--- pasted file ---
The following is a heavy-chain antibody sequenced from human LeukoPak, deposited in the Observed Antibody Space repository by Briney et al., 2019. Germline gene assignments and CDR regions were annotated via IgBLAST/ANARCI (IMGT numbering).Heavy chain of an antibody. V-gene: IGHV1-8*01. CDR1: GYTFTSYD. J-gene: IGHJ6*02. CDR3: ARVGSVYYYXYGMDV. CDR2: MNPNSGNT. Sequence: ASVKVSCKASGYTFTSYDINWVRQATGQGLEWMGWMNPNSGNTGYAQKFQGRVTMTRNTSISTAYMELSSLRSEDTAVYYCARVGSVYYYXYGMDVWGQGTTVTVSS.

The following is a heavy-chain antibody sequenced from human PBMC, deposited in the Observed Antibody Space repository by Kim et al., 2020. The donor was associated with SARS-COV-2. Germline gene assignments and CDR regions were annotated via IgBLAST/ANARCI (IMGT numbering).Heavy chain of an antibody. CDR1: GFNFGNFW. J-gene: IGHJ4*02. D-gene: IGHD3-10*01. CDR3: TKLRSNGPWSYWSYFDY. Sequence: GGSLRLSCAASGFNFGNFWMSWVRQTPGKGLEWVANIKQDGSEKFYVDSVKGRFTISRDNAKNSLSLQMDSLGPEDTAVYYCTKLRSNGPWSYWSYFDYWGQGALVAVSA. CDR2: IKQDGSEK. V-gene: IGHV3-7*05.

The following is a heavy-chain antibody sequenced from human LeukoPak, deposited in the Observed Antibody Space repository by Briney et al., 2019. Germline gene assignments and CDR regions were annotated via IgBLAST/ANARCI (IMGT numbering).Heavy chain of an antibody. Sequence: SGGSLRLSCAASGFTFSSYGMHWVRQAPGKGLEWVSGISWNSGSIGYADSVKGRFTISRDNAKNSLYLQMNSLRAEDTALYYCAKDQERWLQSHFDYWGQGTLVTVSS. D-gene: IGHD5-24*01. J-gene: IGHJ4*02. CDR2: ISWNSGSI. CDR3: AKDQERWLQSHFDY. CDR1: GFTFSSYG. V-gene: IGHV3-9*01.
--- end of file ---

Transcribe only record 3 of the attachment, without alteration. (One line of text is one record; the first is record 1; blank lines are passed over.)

The following is a heavy-chain antibody sequenced from human LeukoPak, deposited in the Observed Antibody Space repository by Briney et al., 2019. Germline gene assignments and CDR regions were annotated via IgBLAST/ANARCI (IMGT numbering).Heavy chain of an antibody. Sequence: SGGSLRLSCAASGFTFSSYGMHWVRQAPGKGLEWVSGISWNSGSIGYADSVKGRFTISRDNAKNSLYLQMNSLRAEDTALYYCAKDQERWLQSHFDYWGQGTLVTVSS. D-gene: IGHD5-24*01. J-gene: IGHJ4*02. CDR2: ISWNSGSI. CDR3: AKDQERWLQSHFDY. CDR1: GFTFSSYG. V-gene: IGHV3-9*01.